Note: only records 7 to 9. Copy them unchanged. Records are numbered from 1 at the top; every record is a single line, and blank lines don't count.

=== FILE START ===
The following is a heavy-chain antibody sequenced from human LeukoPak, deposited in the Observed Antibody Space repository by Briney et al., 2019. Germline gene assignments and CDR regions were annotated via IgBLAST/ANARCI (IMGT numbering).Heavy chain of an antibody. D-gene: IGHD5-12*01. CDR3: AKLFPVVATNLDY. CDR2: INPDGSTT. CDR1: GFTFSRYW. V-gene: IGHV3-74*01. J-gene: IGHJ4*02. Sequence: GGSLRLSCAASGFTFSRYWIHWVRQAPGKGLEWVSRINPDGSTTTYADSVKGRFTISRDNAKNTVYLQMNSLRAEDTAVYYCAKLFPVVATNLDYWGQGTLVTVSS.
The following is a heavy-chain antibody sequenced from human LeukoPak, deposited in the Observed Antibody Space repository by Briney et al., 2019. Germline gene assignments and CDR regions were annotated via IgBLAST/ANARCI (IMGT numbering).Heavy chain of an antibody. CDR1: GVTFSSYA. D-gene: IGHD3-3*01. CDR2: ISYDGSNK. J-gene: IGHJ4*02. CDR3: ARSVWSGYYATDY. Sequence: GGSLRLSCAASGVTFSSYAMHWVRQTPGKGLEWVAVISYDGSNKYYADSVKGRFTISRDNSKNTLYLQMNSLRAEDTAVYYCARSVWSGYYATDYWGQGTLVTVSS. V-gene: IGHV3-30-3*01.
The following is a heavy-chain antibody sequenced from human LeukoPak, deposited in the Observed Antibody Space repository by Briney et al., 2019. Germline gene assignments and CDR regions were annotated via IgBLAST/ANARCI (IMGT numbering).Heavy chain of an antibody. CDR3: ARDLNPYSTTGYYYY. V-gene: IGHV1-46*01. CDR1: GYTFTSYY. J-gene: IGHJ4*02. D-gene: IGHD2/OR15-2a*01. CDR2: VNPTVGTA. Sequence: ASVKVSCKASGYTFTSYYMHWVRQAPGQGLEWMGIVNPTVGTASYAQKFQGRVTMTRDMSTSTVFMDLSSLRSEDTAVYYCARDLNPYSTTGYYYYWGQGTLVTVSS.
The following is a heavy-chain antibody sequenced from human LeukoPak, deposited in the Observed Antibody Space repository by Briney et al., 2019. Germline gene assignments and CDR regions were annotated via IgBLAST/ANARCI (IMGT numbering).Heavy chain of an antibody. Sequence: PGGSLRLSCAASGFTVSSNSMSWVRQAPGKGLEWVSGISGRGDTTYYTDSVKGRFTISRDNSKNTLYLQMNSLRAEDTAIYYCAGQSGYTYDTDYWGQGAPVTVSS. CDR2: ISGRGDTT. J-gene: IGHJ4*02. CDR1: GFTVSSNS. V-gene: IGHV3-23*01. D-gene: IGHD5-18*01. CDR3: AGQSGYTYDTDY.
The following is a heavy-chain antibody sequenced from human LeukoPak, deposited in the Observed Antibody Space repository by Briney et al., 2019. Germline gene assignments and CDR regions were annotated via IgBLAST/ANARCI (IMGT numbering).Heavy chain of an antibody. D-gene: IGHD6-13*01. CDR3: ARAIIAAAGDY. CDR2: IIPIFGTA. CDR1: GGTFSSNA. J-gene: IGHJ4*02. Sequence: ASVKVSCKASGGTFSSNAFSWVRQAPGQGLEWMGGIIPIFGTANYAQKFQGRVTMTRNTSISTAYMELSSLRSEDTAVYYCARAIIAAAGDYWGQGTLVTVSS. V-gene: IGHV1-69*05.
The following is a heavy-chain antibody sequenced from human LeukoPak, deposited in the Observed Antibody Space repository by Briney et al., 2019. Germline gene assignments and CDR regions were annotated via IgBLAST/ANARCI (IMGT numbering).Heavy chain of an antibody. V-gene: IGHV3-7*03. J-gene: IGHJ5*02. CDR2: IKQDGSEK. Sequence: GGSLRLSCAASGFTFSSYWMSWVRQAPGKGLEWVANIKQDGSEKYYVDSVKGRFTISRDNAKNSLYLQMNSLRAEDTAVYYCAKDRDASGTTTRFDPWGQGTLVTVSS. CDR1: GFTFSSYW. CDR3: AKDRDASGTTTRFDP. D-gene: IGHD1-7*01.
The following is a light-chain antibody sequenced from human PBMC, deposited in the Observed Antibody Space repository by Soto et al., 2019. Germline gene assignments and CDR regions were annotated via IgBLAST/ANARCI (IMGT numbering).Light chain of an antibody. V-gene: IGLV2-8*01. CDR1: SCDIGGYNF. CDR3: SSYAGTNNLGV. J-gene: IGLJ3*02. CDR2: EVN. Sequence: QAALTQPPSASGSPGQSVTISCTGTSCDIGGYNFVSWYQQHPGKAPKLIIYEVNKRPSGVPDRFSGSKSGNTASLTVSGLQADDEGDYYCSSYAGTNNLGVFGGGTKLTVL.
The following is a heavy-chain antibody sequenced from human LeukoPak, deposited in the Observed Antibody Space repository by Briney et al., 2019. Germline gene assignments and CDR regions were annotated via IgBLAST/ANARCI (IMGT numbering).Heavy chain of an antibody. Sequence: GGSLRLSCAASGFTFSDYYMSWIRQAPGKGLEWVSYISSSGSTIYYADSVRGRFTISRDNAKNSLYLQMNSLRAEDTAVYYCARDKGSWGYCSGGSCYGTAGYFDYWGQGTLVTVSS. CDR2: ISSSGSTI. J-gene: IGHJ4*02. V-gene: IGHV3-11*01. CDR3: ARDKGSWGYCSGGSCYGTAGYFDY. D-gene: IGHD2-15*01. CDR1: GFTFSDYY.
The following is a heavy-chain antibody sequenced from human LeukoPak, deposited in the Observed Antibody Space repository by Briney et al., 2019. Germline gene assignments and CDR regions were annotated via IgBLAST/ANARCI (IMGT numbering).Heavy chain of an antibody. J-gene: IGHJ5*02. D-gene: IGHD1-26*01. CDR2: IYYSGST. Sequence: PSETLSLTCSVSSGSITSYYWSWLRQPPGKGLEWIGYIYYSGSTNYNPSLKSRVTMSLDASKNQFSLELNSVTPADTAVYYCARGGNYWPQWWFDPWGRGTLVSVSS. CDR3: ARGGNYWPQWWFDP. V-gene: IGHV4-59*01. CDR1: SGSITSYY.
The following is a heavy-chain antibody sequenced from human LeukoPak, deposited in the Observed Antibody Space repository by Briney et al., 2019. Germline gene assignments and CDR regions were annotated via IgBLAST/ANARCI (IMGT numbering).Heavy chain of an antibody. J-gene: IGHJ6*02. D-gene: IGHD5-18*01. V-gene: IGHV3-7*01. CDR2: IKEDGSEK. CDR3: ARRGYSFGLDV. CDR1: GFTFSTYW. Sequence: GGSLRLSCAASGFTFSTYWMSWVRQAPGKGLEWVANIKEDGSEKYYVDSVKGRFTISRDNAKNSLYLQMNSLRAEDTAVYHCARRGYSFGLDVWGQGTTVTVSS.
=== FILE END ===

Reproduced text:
The following is a light-chain antibody sequenced from human PBMC, deposited in the Observed Antibody Space repository by Soto et al., 2019. Germline gene assignments and CDR regions were annotated via IgBLAST/ANARCI (IMGT numbering).Light chain of an antibody. V-gene: IGLV2-8*01. CDR1: SCDIGGYNF. CDR3: SSYAGTNNLGV. J-gene: IGLJ3*02. CDR2: EVN. Sequence: QAALTQPPSASGSPGQSVTISCTGTSCDIGGYNFVSWYQQHPGKAPKLIIYEVNKRPSGVPDRFSGSKSGNTASLTVSGLQADDEGDYYCSSYAGTNNLGVFGGGTKLTVL.
The following is a heavy-chain antibody sequenced from human LeukoPak, deposited in the Observed Antibody Space repository by Briney et al., 2019. Germline gene assignments and CDR regions were annotated via IgBLAST/ANARCI (IMGT numbering).Heavy chain of an antibody. Sequence: GGSLRLSCAASGFTFSDYYMSWIRQAPGKGLEWVSYISSSGSTIYYADSVRGRFTISRDNAKNSLYLQMNSLRAEDTAVYYCARDKGSWGYCSGGSCYGTAGYFDYWGQGTLVTVSS. CDR2: ISSSGSTI. J-gene: IGHJ4*02. V-gene: IGHV3-11*01. CDR3: ARDKGSWGYCSGGSCYGTAGYFDY. D-gene: IGHD2-15*01. CDR1: GFTFSDYY.
The following is a heavy-chain antibody sequenced from human LeukoPak, deposited in the Observed Antibody Space repository by Briney et al., 2019. Germline gene assignments and CDR regions were annotated via IgBLAST/ANARCI (IMGT numbering).Heavy chain of an antibody. J-gene: IGHJ5*02. D-gene: IGHD1-26*01. CDR2: IYYSGST. Sequence: PSETLSLTCSVSSGSITSYYWSWLRQPPGKGLEWIGYIYYSGSTNYNPSLKSRVTMSLDASKNQFSLELNSVTPADTAVYYCARGGNYWPQWWFDPWGRGTLVSVSS. CDR3: ARGGNYWPQWWFDP. V-gene: IGHV4-59*01. CDR1: SGSITSYY.